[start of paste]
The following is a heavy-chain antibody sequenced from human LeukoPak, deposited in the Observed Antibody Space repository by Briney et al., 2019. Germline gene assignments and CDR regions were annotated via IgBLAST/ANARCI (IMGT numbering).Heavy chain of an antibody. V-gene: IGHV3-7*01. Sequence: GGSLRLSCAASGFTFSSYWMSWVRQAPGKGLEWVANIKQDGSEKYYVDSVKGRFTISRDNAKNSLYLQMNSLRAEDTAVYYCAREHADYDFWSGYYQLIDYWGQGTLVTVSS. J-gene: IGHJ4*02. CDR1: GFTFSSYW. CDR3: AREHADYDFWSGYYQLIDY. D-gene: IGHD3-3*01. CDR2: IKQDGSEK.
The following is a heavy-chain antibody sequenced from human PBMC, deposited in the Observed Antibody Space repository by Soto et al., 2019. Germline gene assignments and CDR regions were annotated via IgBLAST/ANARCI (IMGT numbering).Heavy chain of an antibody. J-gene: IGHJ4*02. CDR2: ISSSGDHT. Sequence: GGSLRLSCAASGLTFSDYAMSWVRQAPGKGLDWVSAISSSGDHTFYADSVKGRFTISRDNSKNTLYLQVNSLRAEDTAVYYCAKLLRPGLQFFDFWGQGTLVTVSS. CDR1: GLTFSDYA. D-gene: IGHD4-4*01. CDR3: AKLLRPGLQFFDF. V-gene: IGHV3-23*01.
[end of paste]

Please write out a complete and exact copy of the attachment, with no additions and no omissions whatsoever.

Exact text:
The following is a heavy-chain antibody sequenced from human LeukoPak, deposited in the Observed Antibody Space repository by Briney et al., 2019. Germline gene assignments and CDR regions were annotated via IgBLAST/ANARCI (IMGT numbering).Heavy chain of an antibody. V-gene: IGHV3-7*01. Sequence: GGSLRLSCAASGFTFSSYWMSWVRQAPGKGLEWVANIKQDGSEKYYVDSVKGRFTISRDNAKNSLYLQMNSLRAEDTAVYYCAREHADYDFWSGYYQLIDYWGQGTLVTVSS. J-gene: IGHJ4*02. CDR1: GFTFSSYW. CDR3: AREHADYDFWSGYYQLIDY. D-gene: IGHD3-3*01. CDR2: IKQDGSEK.
The following is a heavy-chain antibody sequenced from human PBMC, deposited in the Observed Antibody Space repository by Soto et al., 2019. Germline gene assignments and CDR regions were annotated via IgBLAST/ANARCI (IMGT numbering).Heavy chain of an antibody. J-gene: IGHJ4*02. CDR2: ISSSGDHT. Sequence: GGSLRLSCAASGLTFSDYAMSWVRQAPGKGLDWVSAISSSGDHTFYADSVKGRFTISRDNSKNTLYLQVNSLRAEDTAVYYCAKLLRPGLQFFDFWGQGTLVTVSS. CDR1: GLTFSDYA. D-gene: IGHD4-4*01. CDR3: AKLLRPGLQFFDF. V-gene: IGHV3-23*01.